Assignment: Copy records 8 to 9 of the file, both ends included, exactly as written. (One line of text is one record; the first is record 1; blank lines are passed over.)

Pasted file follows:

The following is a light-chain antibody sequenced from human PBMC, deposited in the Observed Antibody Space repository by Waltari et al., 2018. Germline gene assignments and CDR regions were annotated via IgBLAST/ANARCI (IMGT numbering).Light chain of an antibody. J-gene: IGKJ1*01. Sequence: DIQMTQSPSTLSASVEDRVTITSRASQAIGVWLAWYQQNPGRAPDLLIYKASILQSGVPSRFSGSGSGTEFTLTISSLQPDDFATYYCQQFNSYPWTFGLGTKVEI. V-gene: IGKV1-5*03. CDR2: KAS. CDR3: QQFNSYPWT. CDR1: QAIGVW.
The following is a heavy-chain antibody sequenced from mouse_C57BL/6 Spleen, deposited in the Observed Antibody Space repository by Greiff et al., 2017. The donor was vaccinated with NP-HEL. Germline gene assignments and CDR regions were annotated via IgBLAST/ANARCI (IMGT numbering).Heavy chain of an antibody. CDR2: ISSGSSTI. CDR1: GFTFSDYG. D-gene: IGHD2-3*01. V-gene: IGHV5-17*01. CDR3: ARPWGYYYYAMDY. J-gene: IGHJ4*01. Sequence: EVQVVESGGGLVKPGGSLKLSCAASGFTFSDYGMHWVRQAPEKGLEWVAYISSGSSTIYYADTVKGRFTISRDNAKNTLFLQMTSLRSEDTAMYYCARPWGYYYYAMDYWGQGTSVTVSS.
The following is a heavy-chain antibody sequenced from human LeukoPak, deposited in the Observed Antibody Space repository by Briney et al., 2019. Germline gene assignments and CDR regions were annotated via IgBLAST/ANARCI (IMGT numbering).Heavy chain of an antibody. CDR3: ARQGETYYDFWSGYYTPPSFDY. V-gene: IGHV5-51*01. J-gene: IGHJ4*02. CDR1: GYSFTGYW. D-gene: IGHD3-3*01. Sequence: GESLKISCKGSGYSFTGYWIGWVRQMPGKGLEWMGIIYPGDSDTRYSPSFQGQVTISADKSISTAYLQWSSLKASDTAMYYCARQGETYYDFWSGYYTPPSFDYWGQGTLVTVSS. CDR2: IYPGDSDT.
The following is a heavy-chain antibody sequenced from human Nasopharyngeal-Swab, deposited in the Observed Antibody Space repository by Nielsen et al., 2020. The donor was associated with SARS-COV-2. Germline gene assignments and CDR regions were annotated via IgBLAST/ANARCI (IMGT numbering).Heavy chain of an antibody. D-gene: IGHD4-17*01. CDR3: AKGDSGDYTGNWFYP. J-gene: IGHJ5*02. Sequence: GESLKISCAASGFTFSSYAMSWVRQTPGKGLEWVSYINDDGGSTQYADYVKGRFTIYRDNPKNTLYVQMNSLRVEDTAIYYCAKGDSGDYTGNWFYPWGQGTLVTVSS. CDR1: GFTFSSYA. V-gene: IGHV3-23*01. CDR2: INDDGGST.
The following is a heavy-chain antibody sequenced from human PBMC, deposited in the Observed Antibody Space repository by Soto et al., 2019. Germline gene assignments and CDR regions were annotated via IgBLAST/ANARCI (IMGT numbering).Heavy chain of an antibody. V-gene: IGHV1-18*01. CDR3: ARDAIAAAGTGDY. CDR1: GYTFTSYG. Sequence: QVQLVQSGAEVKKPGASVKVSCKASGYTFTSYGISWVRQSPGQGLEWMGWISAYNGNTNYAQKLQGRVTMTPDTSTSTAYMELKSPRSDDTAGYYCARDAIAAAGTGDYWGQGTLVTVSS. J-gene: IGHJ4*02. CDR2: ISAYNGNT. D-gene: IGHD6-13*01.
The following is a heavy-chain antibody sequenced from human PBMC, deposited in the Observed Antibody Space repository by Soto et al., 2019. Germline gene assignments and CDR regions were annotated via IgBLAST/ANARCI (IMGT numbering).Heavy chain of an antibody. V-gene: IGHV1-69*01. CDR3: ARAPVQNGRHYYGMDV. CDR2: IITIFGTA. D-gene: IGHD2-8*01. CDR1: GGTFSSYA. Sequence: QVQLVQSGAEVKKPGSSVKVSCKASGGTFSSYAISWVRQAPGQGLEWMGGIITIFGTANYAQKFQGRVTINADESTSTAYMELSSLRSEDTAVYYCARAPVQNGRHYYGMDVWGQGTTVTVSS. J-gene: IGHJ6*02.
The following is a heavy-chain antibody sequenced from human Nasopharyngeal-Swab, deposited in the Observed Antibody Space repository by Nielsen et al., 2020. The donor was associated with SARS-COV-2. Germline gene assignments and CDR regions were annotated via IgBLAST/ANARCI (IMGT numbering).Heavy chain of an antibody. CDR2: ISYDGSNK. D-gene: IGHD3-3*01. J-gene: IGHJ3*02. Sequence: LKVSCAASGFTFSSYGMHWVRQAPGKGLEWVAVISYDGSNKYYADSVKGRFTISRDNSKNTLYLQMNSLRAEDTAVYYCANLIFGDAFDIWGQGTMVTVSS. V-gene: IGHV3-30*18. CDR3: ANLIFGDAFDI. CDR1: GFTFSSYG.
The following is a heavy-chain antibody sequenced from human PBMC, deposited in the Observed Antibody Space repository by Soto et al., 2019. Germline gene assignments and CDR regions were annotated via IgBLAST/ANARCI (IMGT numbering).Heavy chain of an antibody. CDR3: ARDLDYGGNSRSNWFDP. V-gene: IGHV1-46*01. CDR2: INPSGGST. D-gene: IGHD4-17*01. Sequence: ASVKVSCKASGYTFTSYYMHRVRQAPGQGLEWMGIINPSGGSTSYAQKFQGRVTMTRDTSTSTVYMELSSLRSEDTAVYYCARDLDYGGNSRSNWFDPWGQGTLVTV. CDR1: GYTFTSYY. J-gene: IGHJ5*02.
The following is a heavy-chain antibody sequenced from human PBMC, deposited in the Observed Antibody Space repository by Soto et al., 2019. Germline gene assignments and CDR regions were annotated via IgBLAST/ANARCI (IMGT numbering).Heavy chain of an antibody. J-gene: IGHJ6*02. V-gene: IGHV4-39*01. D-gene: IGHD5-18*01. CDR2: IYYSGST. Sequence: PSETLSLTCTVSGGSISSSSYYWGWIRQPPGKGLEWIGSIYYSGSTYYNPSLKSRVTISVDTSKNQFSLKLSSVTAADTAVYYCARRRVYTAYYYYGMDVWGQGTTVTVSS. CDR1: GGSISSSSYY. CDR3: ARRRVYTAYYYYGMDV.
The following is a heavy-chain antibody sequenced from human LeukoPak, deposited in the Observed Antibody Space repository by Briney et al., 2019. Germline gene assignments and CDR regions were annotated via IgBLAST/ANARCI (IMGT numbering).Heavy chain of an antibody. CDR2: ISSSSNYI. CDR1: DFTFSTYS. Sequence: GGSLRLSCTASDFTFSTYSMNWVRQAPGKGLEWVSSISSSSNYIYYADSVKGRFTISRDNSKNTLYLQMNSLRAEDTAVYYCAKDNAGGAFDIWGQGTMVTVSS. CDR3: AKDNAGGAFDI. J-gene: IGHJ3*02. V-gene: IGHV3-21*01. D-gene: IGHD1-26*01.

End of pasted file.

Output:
The following is a heavy-chain antibody sequenced from human PBMC, deposited in the Observed Antibody Space repository by Soto et al., 2019. Germline gene assignments and CDR regions were annotated via IgBLAST/ANARCI (IMGT numbering).Heavy chain of an antibody. CDR3: ARDLDYGGNSRSNWFDP. V-gene: IGHV1-46*01. CDR2: INPSGGST. D-gene: IGHD4-17*01. Sequence: ASVKVSCKASGYTFTSYYMHRVRQAPGQGLEWMGIINPSGGSTSYAQKFQGRVTMTRDTSTSTVYMELSSLRSEDTAVYYCARDLDYGGNSRSNWFDPWGQGTLVTV. CDR1: GYTFTSYY. J-gene: IGHJ5*02.
The following is a heavy-chain antibody sequenced from human PBMC, deposited in the Observed Antibody Space repository by Soto et al., 2019. Germline gene assignments and CDR regions were annotated via IgBLAST/ANARCI (IMGT numbering).Heavy chain of an antibody. J-gene: IGHJ6*02. V-gene: IGHV4-39*01. D-gene: IGHD5-18*01. CDR2: IYYSGST. Sequence: PSETLSLTCTVSGGSISSSSYYWGWIRQPPGKGLEWIGSIYYSGSTYYNPSLKSRVTISVDTSKNQFSLKLSSVTAADTAVYYCARRRVYTAYYYYGMDVWGQGTTVTVSS. CDR1: GGSISSSSYY. CDR3: ARRRVYTAYYYYGMDV.